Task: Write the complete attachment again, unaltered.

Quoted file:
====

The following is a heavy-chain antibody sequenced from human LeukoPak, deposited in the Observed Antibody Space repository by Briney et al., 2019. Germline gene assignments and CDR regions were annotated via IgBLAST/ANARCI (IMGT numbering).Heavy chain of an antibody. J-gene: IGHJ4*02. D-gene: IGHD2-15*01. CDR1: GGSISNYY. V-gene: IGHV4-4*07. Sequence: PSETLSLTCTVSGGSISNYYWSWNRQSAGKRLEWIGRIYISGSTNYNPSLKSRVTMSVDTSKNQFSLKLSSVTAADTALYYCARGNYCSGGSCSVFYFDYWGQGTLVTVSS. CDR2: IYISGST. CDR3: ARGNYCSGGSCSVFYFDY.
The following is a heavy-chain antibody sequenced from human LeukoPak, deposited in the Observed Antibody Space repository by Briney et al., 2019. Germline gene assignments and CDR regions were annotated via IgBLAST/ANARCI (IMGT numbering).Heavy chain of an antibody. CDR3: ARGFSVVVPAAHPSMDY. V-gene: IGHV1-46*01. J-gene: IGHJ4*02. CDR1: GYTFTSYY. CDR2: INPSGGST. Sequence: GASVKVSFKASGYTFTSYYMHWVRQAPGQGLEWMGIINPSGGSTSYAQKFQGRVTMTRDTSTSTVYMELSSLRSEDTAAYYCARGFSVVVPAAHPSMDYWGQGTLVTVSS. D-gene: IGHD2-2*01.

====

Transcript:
The following is a heavy-chain antibody sequenced from human LeukoPak, deposited in the Observed Antibody Space repository by Briney et al., 2019. Germline gene assignments and CDR regions were annotated via IgBLAST/ANARCI (IMGT numbering).Heavy chain of an antibody. J-gene: IGHJ4*02. D-gene: IGHD2-15*01. CDR1: GGSISNYY. V-gene: IGHV4-4*07. Sequence: PSETLSLTCTVSGGSISNYYWSWNRQSAGKRLEWIGRIYISGSTNYNPSLKSRVTMSVDTSKNQFSLKLSSVTAADTALYYCARGNYCSGGSCSVFYFDYWGQGTLVTVSS. CDR2: IYISGST. CDR3: ARGNYCSGGSCSVFYFDY.
The following is a heavy-chain antibody sequenced from human LeukoPak, deposited in the Observed Antibody Space repository by Briney et al., 2019. Germline gene assignments and CDR regions were annotated via IgBLAST/ANARCI (IMGT numbering).Heavy chain of an antibody. CDR3: ARGFSVVVPAAHPSMDY. V-gene: IGHV1-46*01. J-gene: IGHJ4*02. CDR1: GYTFTSYY. CDR2: INPSGGST. Sequence: GASVKVSFKASGYTFTSYYMHWVRQAPGQGLEWMGIINPSGGSTSYAQKFQGRVTMTRDTSTSTVYMELSSLRSEDTAAYYCARGFSVVVPAAHPSMDYWGQGTLVTVSS. D-gene: IGHD2-2*01.